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^^^


i personally would not... i did that with a piece of electronics once, and proceeded to vacuum a piece right off a board...



i've never had a component croak because it got "too much dust" (and i'd hate to think of how much is inside some of mine
)... heck, i've had a couple survive "beer baths"... but i have killed a component by trying to clean them...


they are tougher than you think when it comes to surviving dust and grunge...



imo, ymmv, etc. i'm sure others will feel differently....


i WOULD ensure that the vents are not blocked with crud though...
 

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I blow mine out with compressed air for my computer once and awhile. Keeps heat sinks clean and working as designed. Amazed by how much dust collects inside. I would not vacum directly inside the unit however.
 

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Quote:
Originally Posted by ccotenj /forum/post/19583721


i did that with a piece of electronics once, and proceeded to vacuum a piece right off a board...

Not a problem. Just be sure to memorize the value of every last resistor & capacitor on every board before you vacuum.




AJ
 

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lol! nah, i shoulda just sent it to tuc...
 

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careful compressed air blasts are ok...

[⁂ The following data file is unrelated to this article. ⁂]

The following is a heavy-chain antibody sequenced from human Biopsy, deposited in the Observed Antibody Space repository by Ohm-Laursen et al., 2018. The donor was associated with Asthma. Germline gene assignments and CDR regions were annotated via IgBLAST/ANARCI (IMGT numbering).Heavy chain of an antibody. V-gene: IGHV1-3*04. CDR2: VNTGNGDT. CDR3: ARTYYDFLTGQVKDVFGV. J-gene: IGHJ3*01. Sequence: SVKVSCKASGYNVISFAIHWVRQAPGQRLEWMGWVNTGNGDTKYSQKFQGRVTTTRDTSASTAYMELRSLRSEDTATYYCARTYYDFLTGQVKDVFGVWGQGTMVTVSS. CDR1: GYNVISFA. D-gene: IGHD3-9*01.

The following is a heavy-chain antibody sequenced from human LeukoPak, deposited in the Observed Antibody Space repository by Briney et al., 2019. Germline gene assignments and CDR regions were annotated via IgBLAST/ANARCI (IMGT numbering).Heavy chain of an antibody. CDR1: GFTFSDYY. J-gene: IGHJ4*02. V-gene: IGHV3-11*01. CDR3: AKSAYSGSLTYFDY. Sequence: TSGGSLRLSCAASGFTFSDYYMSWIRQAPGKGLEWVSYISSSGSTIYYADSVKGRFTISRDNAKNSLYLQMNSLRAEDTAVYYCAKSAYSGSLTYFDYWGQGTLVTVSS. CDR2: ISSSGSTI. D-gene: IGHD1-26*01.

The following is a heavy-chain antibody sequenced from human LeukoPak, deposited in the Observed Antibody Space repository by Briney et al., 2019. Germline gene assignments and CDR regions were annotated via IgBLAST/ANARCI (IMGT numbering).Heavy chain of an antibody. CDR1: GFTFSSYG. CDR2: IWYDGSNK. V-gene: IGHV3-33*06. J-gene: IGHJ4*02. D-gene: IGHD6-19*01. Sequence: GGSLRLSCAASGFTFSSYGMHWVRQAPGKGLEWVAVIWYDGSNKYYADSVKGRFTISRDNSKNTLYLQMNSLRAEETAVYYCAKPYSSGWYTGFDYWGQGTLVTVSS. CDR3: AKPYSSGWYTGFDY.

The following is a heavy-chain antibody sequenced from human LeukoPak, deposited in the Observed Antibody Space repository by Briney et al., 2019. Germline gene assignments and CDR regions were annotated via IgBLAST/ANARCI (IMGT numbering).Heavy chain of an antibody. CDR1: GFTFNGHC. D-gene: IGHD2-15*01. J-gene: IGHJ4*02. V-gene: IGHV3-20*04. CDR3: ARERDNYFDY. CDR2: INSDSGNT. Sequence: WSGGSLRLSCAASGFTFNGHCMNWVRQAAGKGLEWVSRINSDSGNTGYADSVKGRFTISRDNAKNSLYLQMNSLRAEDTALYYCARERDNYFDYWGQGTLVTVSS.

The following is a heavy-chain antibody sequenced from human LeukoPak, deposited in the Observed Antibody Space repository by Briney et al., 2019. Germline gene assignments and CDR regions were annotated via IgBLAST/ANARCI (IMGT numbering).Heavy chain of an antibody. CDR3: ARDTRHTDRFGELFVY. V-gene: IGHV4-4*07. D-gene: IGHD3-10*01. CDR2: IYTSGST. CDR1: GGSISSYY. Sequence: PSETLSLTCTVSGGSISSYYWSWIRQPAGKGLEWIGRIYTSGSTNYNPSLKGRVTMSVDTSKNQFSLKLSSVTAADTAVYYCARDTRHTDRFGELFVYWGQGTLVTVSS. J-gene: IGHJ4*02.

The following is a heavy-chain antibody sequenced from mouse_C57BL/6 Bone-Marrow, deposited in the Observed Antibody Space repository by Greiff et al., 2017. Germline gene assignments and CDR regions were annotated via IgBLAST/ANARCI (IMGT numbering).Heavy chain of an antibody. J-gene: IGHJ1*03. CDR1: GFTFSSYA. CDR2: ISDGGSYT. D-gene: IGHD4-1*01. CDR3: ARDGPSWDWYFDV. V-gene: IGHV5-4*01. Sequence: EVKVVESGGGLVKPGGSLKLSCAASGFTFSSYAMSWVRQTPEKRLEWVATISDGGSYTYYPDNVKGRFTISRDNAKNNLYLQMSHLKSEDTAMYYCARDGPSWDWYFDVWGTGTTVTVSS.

don't shoot it directly at the boards, etc.
 

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Using a vacuum on any electronics is NOT good practice.


Vacuums create static electricity, and electronic components do not like static electricity.


The only exception to this is if you don't care about the risk, or you use a anti-static vacuum cleaner such as this:

http://blowerselectric.com/metro-vac...ilter-reviews/


Go into any IT department, and you'll see cases of compressed air. That's what I use on all of my electronics.
 

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Quote:
Originally Posted by bladerunner6 /forum/post/19583510


My Pioneer VSX-920-K is exposed to the air on a shelf so that it gets some ventilation.


Should I buy an electronics vacuum to keep the dust out?


Thanks!

After correctly reading your question:


it's practically impossible to keep dust out, unless maybe you place your rcvr in a perfect vacuum space or own a clean room such as used to make processors and hard drives.


Mr Literal.
 
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